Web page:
Isrel, Syria Hold Firm Peace Talk Hopes Dim

June 09, 1991|By MARK MATTHEWS

Washington -- Israel and Syria, the two main Middle East antagonists following the destruction of Iraq's military might and the discrediting of the Palestine Liberation Organization, moved further away from the peace table this week, pushing prospects for an Arab-Israeli settlement almost out of sight.

As a treaty went into effect giving Syria wide influence over Lebanese affairs, Israel began blasting away at positions in zTC southern Lebanon, some held by radical Palestinian groups backed by Syrian President Hafez el Assad.

Israel's evident aim was to prevent a threatening buildup of hostile forces near its security zone in southern Lebanon as the ++ Lebanese government sought to push armed militias southward.

The United States, still holding out hope of starting a peace process, adopted a passive role, lamenting the region's cycle of violence but refraining from criticism even as Israel used U.S.-supplied planes for the raids.

But prospects for a U.S.-brokered Middle East peace conference seemed dimmer than ever, as neither side was showing any sign of compromise. Also dimmer were hopes by the Bush administration that Syria would provide the key to getting talks started.

President Bush sent letters to President Assad and Israeli Prime Minister Yitzhak Shamir last week proposing a formula for resolving the two procedural disputes standing in the way of a conference intended to lead to direct Arab-Israeli negotiations.

The issues were whether the United Nations would have a role and whether the conference could reconvene after the initial session. The middle ground adopted by President Bush called for a token U.N. role and for a requirement that all parties agree the conference could be reconvened.

While Syria remained silent, Israel put out word that even these terms were unacceptable. It opposes any U.N. role and wants only a one-time, ceremonial peace conference.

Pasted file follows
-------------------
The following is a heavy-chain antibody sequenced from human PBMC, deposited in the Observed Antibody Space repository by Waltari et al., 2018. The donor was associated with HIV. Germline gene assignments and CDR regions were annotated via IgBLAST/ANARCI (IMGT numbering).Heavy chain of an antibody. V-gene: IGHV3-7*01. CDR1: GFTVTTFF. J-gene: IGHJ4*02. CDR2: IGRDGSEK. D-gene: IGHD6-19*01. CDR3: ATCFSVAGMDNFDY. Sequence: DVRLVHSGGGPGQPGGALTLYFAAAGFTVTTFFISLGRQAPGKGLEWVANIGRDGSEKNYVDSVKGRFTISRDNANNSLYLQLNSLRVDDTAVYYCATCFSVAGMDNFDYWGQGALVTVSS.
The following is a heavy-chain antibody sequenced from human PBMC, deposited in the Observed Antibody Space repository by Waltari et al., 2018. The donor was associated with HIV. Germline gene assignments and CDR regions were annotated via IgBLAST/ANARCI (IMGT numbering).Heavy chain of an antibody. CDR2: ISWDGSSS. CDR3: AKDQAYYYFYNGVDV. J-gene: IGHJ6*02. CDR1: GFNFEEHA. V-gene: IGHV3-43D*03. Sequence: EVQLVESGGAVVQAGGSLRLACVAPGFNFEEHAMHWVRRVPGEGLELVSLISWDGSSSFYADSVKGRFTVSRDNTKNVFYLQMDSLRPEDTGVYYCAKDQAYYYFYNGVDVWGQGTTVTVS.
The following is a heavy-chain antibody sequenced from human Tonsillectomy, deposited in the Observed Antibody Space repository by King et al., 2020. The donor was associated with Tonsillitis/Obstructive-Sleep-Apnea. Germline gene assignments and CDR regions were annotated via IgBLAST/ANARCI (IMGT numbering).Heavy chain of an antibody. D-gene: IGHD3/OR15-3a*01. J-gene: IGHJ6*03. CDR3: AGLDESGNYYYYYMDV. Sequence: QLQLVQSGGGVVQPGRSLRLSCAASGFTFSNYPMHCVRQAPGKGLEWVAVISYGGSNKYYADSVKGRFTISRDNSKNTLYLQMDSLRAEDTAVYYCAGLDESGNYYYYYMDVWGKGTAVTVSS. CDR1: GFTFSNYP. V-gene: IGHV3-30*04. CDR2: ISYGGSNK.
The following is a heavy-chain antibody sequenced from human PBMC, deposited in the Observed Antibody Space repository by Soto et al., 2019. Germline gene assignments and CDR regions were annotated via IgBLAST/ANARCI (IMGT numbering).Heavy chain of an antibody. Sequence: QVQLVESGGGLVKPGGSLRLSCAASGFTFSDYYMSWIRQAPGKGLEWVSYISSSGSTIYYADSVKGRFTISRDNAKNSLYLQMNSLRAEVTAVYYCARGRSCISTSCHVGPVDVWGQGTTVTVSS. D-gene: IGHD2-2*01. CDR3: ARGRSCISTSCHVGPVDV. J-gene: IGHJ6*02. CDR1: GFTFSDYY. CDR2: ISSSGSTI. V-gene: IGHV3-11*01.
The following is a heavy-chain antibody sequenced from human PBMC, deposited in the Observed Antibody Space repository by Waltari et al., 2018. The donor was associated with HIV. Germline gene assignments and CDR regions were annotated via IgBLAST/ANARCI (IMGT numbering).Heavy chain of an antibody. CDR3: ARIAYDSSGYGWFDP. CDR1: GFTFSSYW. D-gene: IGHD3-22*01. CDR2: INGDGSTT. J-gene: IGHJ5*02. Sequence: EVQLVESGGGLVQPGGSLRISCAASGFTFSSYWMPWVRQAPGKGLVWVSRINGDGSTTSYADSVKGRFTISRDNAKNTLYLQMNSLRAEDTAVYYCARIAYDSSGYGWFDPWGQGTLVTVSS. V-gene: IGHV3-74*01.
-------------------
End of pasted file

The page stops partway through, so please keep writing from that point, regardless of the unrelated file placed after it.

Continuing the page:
Meanwhile, Israel stepped up its subtle overtures to Jordan's King Hussein and the Palestinians, saying that sovereignty over the West Bank and Gaza Strip was negotiable.

By week's end, it looked as though the administration's effort was doomed to fail, with the atmosphere sufficiently poisoned as to make even a scaled back Israeli-Palestinian peace conference unlikely.

To show how far events had strayed from the administration's initial aims, one need only look at senior officials' statements at the end of the Gulf war.

Then, the disputed Golan Heights -- claimed by Syria, occupied by Israel -- were considered a potentially fruitful target for negotiations. Syria was said to have a genuine desire for reconciliation with Israel.

The failure to get agreement on a conference has bolstered the view of some analysts that the approach by President Bush and Secretary of State James A. Baker was overly ambitious and misguided.

Encouraged by new cooperation from Syria during the Persian Gulf war, the administration pressed for a two-track peace process of talks between Israel and Arab states and between Israel and Palestinians.

It was thought that only by assembling as wide a group of Arabs as possible would individual states and the Palestinians have the necessary "cover" to talk peace with Israel.

The prospect of direct talks with Arab states was seen as an inducement to Israel to enter talks with Palestinians.

But the refusal by the wealthy Gulf states, led by Saudi Arabia, to participate in a serious way left Syria in a vital role, able to manipulate terms of the conference while exerting pressure on the much weaker Jordan not to go it alone.

Peter W. Rodman, a fellow at the Johns Hopkins Foreign Policy Institute who served on the National Security Council staffs of the Reagan and Bush administrations, says the whole idea of an international conference was a mistake.

"The result was to make Syria the pivotal factor in the Middle East," able to block progress on the Palestinian front while pressing for return of the Golan Heights.

Any hope that the Soviets, as co-sponsors, could influence Syria was wishful thinking, he said. And the presence of Soviets and Europeans at a conference will dilute freedom of action for the United States, he said.

"It's not an accident that the U.S. government stayed clear of this for 18 years."

But in the process, an opportunity was lost, Mr. Rodman says, to take advantage of the weakened position of the PLO and launch talks between Israel and Palestinians.

A joint Jordanian-Palestinian delegation willing to talk with Israel offered a way "to get something sensible out of Israel. It puts them on the spot."

A breakthrough on the Palestinian front would give the United States greater leverage over Syria while encouraging the Gulf states to make a gesture toward Israel. A conference then would give the U.S. more control, he said.

As of now, Mr. Rodman sees Jordan as too weak to buck Syria, the Saudis unwilling to move without progress on the Palestinian front and increasing pressure within the U.N. Security Council to take matters into its own hands, pushing the United States once again into the position of being Israel's sole defender.

Mark Matthews is The Sun's diplomatic correspondent

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